One can quickly see that, after a million years, human civilization will wind up in a stable bucket with exponentially high probability. (Formally, one can prove this with Markov chains.) But we already know that the vast majority of human utility occurs after a million years from now. Hence, Stein’s Principle tells us that any unstable bucket must have very little intrinsic utility; its utility lies almost entirely in which stable bucket might come after it.

Of course, one obvious consequence is Bostrom’s original argument: any bucket with a significant level of x-risk must be unstable, and so its intrinsic utility is relatively unimportant, compared to the utility of reducing x-risk. But even excluding x-risk, there are other consequences too. For example, for a multipolar scenario to be stable, it must include some extremely reliable mechanism for preventing both one agent from conquering the others, and the emergence of a new agent more powerful than the existing ones. Without such a mechanism, the utility of any such world will be dominated by that of the stable scenario which inevitably succeeds it.

And further, each stable bucket might itself contain stable and unstable sub-buckets, where a stable sub-bucket locks the world into it but an unstable one allows movement to elsewhere in the enclosing bucket. Hence, in a singleton scenario, buckets where the singleton might replace itself with dissimilar entities are unstable; buckets where the replacements are always similar in important respects are stable.

How To Detect Fictional Evidence

Based On: The Logical Fallacy of Generalization from Fictional Evidence

Some fictional evidence is explicit – “you mean the future will be like Terminator?”. But it can also be subtle. Predicting the future can be done “in storytelling mode”, using the tropes and methods of storytelling, without referring to a specific fictional universe like the Matrix; one obvious example is Hugo de Garis. How can we tell when “predictions” are just sci-fi, dressed up as nonfiction?

1. The author doesn’t use probability distributions.

Any interesting prediction is uncertain, to a greater or lesser extent. Even when we don’t have exact numbers, we still have degrees of confidence, ranging from “impossible under current physics” through to “extremely likely”. And many important predictions can be done as conditionals. We may have no idea how likely event B is, but we might be able to say it’s almost certain to follow event A.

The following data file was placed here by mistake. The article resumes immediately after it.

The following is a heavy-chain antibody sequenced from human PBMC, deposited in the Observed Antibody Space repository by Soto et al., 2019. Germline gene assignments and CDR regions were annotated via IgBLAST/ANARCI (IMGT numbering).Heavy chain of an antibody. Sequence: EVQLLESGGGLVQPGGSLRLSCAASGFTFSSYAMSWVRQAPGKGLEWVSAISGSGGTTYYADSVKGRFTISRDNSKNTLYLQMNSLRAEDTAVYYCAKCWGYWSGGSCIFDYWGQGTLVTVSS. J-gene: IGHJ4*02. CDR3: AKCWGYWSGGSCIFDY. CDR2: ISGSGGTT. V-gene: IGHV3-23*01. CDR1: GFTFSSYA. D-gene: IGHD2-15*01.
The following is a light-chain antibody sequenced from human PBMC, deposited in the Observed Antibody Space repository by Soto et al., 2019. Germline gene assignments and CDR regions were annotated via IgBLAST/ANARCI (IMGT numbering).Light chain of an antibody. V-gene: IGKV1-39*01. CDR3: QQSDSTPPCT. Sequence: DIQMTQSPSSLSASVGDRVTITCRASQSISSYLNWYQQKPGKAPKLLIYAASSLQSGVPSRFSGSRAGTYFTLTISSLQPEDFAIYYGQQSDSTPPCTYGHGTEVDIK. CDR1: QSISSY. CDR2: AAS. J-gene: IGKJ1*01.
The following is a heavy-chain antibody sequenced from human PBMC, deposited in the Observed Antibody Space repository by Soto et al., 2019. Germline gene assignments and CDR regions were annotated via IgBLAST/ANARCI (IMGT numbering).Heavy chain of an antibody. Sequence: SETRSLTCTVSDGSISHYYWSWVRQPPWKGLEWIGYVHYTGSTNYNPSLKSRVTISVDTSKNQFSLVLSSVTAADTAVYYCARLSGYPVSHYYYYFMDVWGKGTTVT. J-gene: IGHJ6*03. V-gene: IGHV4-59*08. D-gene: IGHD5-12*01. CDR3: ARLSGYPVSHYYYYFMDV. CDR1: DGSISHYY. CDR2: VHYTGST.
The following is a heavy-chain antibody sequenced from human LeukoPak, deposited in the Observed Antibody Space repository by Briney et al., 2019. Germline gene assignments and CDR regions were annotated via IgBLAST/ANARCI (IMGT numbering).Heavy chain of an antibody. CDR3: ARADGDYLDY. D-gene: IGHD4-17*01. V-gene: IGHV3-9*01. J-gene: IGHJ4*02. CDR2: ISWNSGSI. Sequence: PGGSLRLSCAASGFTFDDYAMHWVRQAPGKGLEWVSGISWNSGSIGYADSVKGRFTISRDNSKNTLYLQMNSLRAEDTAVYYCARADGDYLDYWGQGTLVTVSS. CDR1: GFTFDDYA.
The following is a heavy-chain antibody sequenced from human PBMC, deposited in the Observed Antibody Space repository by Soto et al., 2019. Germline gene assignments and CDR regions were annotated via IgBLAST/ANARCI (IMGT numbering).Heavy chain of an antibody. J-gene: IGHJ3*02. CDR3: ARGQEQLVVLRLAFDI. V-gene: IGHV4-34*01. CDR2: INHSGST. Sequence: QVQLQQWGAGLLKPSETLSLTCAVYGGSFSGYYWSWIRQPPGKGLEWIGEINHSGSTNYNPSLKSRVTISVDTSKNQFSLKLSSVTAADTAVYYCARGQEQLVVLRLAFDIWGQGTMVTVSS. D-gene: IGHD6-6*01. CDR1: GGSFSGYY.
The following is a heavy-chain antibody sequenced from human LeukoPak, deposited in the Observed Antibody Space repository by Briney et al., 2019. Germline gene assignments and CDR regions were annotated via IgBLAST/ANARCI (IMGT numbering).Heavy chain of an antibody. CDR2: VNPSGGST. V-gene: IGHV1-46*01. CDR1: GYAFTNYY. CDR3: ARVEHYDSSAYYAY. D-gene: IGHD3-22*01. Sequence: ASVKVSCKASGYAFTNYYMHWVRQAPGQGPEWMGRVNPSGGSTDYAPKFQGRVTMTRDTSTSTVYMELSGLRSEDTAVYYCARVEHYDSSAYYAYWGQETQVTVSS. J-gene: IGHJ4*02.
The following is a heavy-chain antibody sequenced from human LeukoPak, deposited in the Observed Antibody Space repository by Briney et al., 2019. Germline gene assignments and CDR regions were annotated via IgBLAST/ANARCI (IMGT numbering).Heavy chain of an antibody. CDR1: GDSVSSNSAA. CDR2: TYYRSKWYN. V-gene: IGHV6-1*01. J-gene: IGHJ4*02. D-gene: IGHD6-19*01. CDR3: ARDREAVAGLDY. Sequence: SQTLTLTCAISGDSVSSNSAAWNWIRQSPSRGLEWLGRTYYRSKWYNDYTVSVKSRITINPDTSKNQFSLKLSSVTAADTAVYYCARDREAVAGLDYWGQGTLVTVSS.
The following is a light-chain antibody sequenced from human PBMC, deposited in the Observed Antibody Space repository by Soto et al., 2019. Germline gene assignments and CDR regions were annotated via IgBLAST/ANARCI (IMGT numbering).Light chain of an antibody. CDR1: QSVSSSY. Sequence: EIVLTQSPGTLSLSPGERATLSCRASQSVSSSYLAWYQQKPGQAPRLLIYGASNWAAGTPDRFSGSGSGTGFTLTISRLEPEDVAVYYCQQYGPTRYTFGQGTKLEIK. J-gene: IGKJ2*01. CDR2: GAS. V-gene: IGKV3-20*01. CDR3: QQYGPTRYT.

But stories aren’t like that. An author creates an “alternate world”, and any given fact (“Snape kills Dumbledore!”) is either true or false within that world. There’s no room for the shades of uncertainty one sees in technology forecasting, or for that matter in military planning; it would just leave readers confused. Hence, any author who presents “the future” as a single block of statements all treated as fact, rather than a set of possiblities and conditionals of varying likelihood (see Bostrom’s Superintelligence for an excellent example), is probably in ‘storytelling mode’.

Sometimes, an author will realize this, and tack “but of course, this is uncertain” onto the end. The author can then deflect any questions about relative odds by mentioning this disclaimer, and immediately resume sounding very certain as soon as the questions are over. But, as Eliezer discusses in his original post, this biases the playing field. If X is very complex, asking “X: Yes Or No?” ignores the hundreds or thousands of questions about which parts of X are more likely relative to other parts. An honest analysis will have uncertainty woven through it, with each burdensome detail matched by a diminishment of certainty.

2. The author doesn’t change their mind.

In fiction, inconsistency is bad. Every part of the “alternate world” must match every other part. Therefore, an author writing a sequel must carefully track the original, lest she introduce “plot holes”.

However, a realistic prediction must be continually updated in response to new information. From time to time, other people will give you ideas you hadn’t thought of yourself. And even if you were a supergenius who needed no advice, there is no way a single human mind can hold all the information which might help one make a prediction. For a general, for example, there are always new things to learn about the enemy’s forces.

Hence, if almost nothing has changed between someone’s old predictions and new predictions, they are probably being a ‘storyteller’. This is especially true for anyone predicting the next century, as the events of 2012 give us much more incremental evidence about 2032 than about 200 Billion AD.

3. The author creates and describes ‘characters’.

Characters are central to storytelling. Almost all sci-fi stories, at least in part, use characters who the reader can empathize with – the passion of a lover, the struggle of a worker, the fury of a warrior. The reasons for this lie deep in human evolution and psychology.

However, when making predictions, ‘characters’ are of very little relevance. When describing the futures of billions, one must aggregate to make the problem remotely tractable; “military strength” rather than soldiers, “economic conditions” rather than rich and poor, “transportation demand” rather than kids going on vacation. And of course, while certain individuals can have great influence over society, except for the very near term we can have no clue who they will be.